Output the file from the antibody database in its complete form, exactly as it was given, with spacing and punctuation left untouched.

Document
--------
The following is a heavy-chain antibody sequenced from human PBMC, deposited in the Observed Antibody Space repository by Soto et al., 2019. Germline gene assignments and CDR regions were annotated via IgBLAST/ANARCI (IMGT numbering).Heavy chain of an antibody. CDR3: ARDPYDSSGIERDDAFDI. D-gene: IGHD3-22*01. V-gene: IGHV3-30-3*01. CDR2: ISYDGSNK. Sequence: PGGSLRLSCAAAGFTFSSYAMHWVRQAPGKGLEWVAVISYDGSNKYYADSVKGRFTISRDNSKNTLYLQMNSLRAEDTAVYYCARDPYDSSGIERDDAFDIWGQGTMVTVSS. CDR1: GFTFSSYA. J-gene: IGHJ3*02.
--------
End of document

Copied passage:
The following is a heavy-chain antibody sequenced from human PBMC, deposited in the Observed Antibody Space repository by Soto et al., 2019. Germline gene assignments and CDR regions were annotated via IgBLAST/ANARCI (IMGT numbering).Heavy chain of an antibody. CDR3: ARDPYDSSGIERDDAFDI. D-gene: IGHD3-22*01. V-gene: IGHV3-30-3*01. CDR2: ISYDGSNK. Sequence: PGGSLRLSCAAAGFTFSSYAMHWVRQAPGKGLEWVAVISYDGSNKYYADSVKGRFTISRDNSKNTLYLQMNSLRAEDTAVYYCARDPYDSSGIERDDAFDIWGQGTMVTVSS. CDR1: GFTFSSYA. J-gene: IGHJ3*02.